Miyamoto had hit the nail on the head. What we decided to do afterwards was to put together a team, and if we were compatible, we’d be able to bring the idea to fruition. I had a team assigned for me, and that’s when the production finally started. To make a long story short, it revolved around making MOTHER as a modern day role-playing game. The reason no one was making any modern-day RPGs was because it’s a huge pain. There are no magical powers in our modern world, and you can’t give everyone weapons. We couldn’t just have children shooting off pistols. So there are a ton of detailed limitations.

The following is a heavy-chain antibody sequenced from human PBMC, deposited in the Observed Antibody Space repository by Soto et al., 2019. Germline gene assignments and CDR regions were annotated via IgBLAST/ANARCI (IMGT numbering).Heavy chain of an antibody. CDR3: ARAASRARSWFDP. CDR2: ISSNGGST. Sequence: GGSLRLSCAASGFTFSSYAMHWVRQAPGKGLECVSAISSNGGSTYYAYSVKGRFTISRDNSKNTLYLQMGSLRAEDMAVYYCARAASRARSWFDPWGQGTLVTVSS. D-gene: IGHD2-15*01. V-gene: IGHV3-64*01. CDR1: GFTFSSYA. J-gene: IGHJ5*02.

I wrote the project proposal on the basis of how great it would be to overcome those obstacles and successfully make a modern-day RPG. And sure enough, it turned out really interesting. But while we were still working on it, the team was in Ichikawa in Chiba, so it was a cycle of my driving to Ichikawa in the middle of the night, then heading back to Tokyo in the morning. I found it really exhausting, but at the same time I wanted it more and more. We made MOTHER 2 with a different team, and as I said earlier, it was all about to capsize when we met Iwata and the day was saved. I figured MOTHER 3 was going to be fine because we had struggled so much with 1 and 2. But MOTHER 3 ended up being the least okay.